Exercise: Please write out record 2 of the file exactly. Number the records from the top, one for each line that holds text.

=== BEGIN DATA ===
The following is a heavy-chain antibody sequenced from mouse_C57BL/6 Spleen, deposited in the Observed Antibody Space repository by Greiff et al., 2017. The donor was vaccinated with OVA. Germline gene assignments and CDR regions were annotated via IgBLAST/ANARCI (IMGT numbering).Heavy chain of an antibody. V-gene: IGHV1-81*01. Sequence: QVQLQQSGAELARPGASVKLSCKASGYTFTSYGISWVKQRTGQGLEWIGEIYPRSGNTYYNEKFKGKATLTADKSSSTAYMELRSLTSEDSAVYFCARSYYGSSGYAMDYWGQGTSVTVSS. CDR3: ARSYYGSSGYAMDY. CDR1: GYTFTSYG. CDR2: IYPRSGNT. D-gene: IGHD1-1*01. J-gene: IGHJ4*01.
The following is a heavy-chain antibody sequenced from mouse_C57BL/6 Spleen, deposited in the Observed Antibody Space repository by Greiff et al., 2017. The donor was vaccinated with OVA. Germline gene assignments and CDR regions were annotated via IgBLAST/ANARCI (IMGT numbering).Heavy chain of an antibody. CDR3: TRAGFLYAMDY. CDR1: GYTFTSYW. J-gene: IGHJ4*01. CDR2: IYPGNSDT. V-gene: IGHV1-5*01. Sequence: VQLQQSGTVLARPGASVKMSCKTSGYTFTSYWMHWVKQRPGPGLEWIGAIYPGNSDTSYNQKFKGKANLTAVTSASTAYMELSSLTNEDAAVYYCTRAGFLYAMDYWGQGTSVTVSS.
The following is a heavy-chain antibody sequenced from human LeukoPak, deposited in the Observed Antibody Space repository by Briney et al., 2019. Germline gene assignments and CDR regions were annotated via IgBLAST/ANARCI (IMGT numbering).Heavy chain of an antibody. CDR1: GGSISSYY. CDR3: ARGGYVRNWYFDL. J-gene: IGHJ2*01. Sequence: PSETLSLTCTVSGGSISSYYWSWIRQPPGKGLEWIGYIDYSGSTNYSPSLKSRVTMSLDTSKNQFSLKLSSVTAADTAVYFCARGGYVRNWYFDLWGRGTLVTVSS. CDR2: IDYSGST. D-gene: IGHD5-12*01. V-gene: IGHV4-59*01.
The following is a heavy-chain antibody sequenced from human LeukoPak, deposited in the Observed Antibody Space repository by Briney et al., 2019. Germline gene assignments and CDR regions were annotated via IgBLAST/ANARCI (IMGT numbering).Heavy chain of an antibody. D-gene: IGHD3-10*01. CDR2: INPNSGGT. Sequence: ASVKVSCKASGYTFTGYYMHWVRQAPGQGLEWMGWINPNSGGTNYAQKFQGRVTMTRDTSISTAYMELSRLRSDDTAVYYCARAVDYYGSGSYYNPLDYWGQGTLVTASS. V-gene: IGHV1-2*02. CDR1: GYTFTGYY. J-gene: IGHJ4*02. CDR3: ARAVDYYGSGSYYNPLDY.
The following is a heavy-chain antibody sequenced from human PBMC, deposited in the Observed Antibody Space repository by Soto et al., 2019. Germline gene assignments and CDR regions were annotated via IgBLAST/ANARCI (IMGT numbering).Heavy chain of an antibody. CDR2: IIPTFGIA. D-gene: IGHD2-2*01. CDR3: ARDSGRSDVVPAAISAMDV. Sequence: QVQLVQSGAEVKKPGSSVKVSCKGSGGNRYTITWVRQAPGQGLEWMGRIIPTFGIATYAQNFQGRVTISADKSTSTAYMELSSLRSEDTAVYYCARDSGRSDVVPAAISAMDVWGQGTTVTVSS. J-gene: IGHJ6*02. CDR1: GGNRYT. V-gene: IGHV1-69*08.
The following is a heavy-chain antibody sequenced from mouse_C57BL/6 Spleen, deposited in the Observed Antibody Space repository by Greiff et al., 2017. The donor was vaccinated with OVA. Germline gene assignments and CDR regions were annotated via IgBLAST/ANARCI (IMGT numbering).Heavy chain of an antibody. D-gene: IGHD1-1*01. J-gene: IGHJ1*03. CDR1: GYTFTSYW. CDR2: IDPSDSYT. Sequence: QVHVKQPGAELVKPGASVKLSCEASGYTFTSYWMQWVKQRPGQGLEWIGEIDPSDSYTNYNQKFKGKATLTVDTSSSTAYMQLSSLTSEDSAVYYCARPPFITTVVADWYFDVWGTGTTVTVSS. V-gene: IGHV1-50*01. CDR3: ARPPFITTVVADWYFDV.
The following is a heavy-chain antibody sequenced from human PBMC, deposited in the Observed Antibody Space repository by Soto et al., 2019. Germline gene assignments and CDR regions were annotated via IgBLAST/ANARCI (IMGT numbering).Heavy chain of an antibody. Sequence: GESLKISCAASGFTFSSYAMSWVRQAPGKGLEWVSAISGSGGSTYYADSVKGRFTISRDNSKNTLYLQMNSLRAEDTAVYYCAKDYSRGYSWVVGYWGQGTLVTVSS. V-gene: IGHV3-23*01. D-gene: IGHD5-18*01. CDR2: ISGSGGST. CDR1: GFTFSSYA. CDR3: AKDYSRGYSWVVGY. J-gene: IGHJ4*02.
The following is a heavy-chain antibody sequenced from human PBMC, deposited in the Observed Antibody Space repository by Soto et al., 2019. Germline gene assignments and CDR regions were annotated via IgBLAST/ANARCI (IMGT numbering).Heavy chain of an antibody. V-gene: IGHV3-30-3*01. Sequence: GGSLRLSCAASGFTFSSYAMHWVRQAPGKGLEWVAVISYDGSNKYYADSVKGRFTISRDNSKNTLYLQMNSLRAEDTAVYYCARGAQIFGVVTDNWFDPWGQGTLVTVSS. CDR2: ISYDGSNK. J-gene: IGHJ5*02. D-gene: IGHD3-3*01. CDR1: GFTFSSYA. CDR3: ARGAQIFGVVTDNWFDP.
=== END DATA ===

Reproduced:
The following is a heavy-chain antibody sequenced from mouse_C57BL/6 Spleen, deposited in the Observed Antibody Space repository by Greiff et al., 2017. The donor was vaccinated with OVA. Germline gene assignments and CDR regions were annotated via IgBLAST/ANARCI (IMGT numbering).Heavy chain of an antibody. CDR3: TRAGFLYAMDY. CDR1: GYTFTSYW. J-gene: IGHJ4*01. CDR2: IYPGNSDT. V-gene: IGHV1-5*01. Sequence: VQLQQSGTVLARPGASVKMSCKTSGYTFTSYWMHWVKQRPGPGLEWIGAIYPGNSDTSYNQKFKGKANLTAVTSASTAYMELSSLTNEDAAVYYCTRAGFLYAMDYWGQGTSVTVSS.